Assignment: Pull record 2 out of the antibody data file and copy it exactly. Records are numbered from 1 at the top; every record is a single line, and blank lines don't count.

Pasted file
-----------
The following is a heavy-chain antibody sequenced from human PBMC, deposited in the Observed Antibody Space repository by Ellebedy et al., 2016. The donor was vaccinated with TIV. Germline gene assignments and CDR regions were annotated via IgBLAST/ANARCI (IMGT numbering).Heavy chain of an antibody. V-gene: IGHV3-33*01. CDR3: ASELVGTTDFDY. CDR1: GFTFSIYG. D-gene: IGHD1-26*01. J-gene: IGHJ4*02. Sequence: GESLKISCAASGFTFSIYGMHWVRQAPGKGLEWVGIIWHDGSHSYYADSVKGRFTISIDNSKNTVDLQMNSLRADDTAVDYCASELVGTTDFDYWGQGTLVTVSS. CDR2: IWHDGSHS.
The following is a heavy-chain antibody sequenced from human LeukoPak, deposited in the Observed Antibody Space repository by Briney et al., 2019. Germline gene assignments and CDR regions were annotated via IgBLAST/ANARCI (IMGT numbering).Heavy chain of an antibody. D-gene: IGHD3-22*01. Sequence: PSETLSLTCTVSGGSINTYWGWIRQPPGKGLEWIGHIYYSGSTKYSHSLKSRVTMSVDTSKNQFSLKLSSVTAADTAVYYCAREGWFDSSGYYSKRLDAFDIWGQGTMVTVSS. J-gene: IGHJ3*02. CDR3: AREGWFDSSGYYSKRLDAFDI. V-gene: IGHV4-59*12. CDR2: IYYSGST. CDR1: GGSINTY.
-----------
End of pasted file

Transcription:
The following is a heavy-chain antibody sequenced from human LeukoPak, deposited in the Observed Antibody Space repository by Briney et al., 2019. Germline gene assignments and CDR regions were annotated via IgBLAST/ANARCI (IMGT numbering).Heavy chain of an antibody. D-gene: IGHD3-22*01. Sequence: PSETLSLTCTVSGGSINTYWGWIRQPPGKGLEWIGHIYYSGSTKYSHSLKSRVTMSVDTSKNQFSLKLSSVTAADTAVYYCAREGWFDSSGYYSKRLDAFDIWGQGTMVTVSS. J-gene: IGHJ3*02. CDR3: AREGWFDSSGYYSKRLDAFDI. V-gene: IGHV4-59*12. CDR2: IYYSGST. CDR1: GGSINTY.